ANCHORAGE, Alaska - Way up here, while Tom Ridge was sending a ripple of code orange panic through the Lower 48 and urging everyone to stock up on duct tape in case of a terrorist attack, people on the last frontier were having a good chuckle.
Anchorage had just held its annual Duct Tape Ball.
Performers at the city's Fly By Night Club have been playing rolls of duct tape as musical instruments for 16 years.
Pilots use the stuff to repair airplane wings. Dog mushers stick it on their faces to prevent frostbite. Criminals use it to tie up victims. No home, car, snowmobile or boat is without it.
"Duct tape is what built Alaska," says local filmmaker Laura Bliss Spaan, who is working on a "duc-umentary" titled Sticking it out in Alaska. "It's what holds us together."
Broken headlight? Ripped parka? A bear chewed the wing off your Cessna?
The sturdy adhesive is the one solid answer to almost any Alaskan problem.
Why use a suitcase when you can use an "Alaskan Samsonite," as it's known here - a cardboard box wrapped in duct tape. (Or you could before Ridge and his Department of Homeland Security took over the airports.)
Why use a razor when you can stick and rip? Want to bring your freshly caught halibut on the plane? Simple: Styrofoam, ice and duct tape. Windshield gone? Get some plastic sheeting (another Homeland Security favorite but known here as Visqueen) and - you guessed it - duct tape.
"We use duct tape to hold things together that probably should be discarded," notes Matt Berman, an economics professor at the University of Anchorage.
All of which helps explain why the Wal-Mart in Wasilla, a city of 5,500 just north of Anchorage, sold more Duck brand duct tape (8,600 rolls) than any other Wal-Mart in the country last year, says the tape maker, Henkel Consumer Adhesives, which sells 46 percent of the nation's duct tape.
So when Ridge advised Americans to buy duct tape and plastic sheeting in case of a terrorist attack, people here were befuddled. Would you need the government to tell you to buy toothpaste?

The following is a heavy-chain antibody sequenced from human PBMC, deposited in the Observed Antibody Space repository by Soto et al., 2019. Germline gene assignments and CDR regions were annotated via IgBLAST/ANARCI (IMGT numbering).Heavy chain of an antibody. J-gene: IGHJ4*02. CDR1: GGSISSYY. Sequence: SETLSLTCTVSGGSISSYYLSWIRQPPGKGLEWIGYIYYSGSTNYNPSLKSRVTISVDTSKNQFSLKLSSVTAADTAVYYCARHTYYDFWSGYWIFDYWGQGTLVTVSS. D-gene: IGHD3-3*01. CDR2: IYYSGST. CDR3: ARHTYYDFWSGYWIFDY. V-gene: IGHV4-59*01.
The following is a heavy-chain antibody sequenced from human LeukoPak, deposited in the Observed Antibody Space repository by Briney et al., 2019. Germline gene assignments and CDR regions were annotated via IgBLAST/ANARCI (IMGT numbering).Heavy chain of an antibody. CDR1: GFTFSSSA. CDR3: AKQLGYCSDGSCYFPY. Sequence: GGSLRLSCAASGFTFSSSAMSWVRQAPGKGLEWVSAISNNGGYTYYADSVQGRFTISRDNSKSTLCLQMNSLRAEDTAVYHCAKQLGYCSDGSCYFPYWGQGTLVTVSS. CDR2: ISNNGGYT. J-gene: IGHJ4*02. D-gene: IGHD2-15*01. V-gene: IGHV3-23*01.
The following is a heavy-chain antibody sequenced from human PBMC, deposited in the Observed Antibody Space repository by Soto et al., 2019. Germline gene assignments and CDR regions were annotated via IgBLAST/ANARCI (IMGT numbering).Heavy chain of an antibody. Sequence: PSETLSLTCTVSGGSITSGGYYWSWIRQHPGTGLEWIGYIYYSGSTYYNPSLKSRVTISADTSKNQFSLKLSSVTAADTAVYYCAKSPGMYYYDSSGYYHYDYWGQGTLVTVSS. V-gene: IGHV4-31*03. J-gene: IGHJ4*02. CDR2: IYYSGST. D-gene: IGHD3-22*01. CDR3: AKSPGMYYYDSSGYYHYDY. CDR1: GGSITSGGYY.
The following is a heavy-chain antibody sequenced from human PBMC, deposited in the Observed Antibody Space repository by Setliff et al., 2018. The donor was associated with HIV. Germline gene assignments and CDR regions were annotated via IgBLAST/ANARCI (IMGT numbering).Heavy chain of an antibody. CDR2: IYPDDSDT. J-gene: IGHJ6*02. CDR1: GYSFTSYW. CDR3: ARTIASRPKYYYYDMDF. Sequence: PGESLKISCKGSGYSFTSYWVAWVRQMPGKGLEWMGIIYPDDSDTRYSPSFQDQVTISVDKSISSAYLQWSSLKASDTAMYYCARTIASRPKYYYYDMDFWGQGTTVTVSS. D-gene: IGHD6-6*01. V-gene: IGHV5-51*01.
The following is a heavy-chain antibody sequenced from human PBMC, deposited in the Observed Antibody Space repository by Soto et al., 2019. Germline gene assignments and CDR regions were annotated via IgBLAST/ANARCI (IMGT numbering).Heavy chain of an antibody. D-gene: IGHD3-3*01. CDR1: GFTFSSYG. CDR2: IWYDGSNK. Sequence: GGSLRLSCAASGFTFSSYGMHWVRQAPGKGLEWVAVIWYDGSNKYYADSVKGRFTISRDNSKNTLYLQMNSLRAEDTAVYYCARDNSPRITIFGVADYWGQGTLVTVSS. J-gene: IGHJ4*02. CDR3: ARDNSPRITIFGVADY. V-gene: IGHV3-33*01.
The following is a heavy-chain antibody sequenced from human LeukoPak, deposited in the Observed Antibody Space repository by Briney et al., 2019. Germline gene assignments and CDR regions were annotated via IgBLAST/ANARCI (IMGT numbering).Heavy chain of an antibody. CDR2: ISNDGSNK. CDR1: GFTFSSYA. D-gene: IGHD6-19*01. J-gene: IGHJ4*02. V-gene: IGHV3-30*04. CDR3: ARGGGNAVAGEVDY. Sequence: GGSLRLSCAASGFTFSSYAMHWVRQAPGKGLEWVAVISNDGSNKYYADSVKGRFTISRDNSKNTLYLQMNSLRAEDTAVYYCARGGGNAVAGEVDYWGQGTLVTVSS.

Rich Owens, who has used duct tape to repair everything from a gash in his boat's hull to a hole in his salmon net, couldn't believe the TV images from the East. A woman being interviewed hadn't heard of duct tape. She was complaining that her local office supply store didn't have any.
"It's a HARDWARE item, lady!" Owens recalls in frustration.
Somewhere along the line, duct tape became more than just a handy item for the mend-anything breed of individualist who settles in Alaska.
In a place that mixes stunning wilderness and vistas with bizarre humor and kitsch, duct tape has become a cultural symbol.
The Fly By Night Club, which serves up wacky musical comedy and a full Spam menu, was the first to elevate the drab little roll to musical instrument in the mid-1980s, says the club's owner, known as Mr. Whitekeys.
For live performances, the club's duct tape musician stands at the microphone and rips the tape to a particular rhythm, making a "kke kke kke" sound. The fall show featured a banjo-vs.-duct tape duel.
For the Christmas show, one of the club's organizers built a 4 1/2 -by-2-foot instrument dubbed an acoustic wave golden tone stereosonic ductaphone. Rolls of duct tape rest on hand-cranks that pass over a wooden bridge mounted on 12-foot-long resonating tubes, creating a "rooomph" sound. The ductaphone played heartwarming renditions of "Jingle Bells" and "Rudolph the Red-Nosed Reindeer."
"It's one of the great musical instruments of all time," Mr. Whitekeys says.
Then, four years ago, the Duct Tape Ball arrived on the scene when a group of young women decided to establish an annual banquet to raise money for local charities, a black tie event with a sticky twist.
They thought about using blue tarps, another Alaskan staple covering some piece of junk in nearly every yard, "but we wanted to keep it really classy," says organizer Melissa Anderson. "We didn't want it to look like a storage yard."
This year, in early February, 260 people gathered in duct tape skirts, dresses, tuxedos, ties, hats and jewelry. Did you know duct tape came in designer colors - camouflage, red, green and hot pink? There were duct tape animal costumes, in keeping with this year's theme of Safari Chic, and a host of items for auction, including a 10-foot giraffe, hot pink flamingos and a bear rug - all made of duct tape - and a ductmobile, a truck dressed in duct tape.
With the little roll now affixed to popular culture, Laura Bliss Spaan (license plate DUCT8P) began to elevate it to a high art with her films celebrating Alaska junk and duct tape as symbols of a vanishing frontier civilization.
In one of her documentaries, a man challenges her contention that duct tape has 1,001 uses. Claiming that there are 1,002, he leans over, pulls off an artificial lower leg held together in parts with duct tape and holds it up for the camera. (Spaan, holding the camera, did not know this was going to happen.)